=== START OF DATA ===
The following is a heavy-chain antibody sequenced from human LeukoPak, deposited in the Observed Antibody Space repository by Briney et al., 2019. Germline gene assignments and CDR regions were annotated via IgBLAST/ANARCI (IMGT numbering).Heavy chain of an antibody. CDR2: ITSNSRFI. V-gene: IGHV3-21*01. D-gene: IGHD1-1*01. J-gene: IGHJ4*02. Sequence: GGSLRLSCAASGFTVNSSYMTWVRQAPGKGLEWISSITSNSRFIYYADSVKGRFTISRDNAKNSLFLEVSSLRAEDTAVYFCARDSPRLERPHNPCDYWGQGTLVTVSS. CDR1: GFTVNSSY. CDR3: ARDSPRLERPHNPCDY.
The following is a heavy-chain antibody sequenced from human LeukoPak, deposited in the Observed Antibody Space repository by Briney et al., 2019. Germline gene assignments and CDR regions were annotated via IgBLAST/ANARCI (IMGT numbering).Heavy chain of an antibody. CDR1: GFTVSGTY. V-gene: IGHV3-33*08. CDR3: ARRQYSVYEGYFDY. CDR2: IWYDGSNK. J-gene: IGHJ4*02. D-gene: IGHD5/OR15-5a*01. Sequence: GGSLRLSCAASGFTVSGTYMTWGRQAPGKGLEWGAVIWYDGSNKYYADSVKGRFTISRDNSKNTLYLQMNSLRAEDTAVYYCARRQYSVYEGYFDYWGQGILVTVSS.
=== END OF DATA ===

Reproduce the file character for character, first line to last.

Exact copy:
The following is a heavy-chain antibody sequenced from human LeukoPak, deposited in the Observed Antibody Space repository by Briney et al., 2019. Germline gene assignments and CDR regions were annotated via IgBLAST/ANARCI (IMGT numbering).Heavy chain of an antibody. CDR2: ITSNSRFI. V-gene: IGHV3-21*01. D-gene: IGHD1-1*01. J-gene: IGHJ4*02. Sequence: GGSLRLSCAASGFTVNSSYMTWVRQAPGKGLEWISSITSNSRFIYYADSVKGRFTISRDNAKNSLFLEVSSLRAEDTAVYFCARDSPRLERPHNPCDYWGQGTLVTVSS. CDR1: GFTVNSSY. CDR3: ARDSPRLERPHNPCDY.
The following is a heavy-chain antibody sequenced from human LeukoPak, deposited in the Observed Antibody Space repository by Briney et al., 2019. Germline gene assignments and CDR regions were annotated via IgBLAST/ANARCI (IMGT numbering).Heavy chain of an antibody. CDR1: GFTVSGTY. V-gene: IGHV3-33*08. CDR3: ARRQYSVYEGYFDY. CDR2: IWYDGSNK. J-gene: IGHJ4*02. D-gene: IGHD5/OR15-5a*01. Sequence: GGSLRLSCAASGFTVSGTYMTWGRQAPGKGLEWGAVIWYDGSNKYYADSVKGRFTISRDNSKNTLYLQMNSLRAEDTAVYYCARRQYSVYEGYFDYWGQGILVTVSS.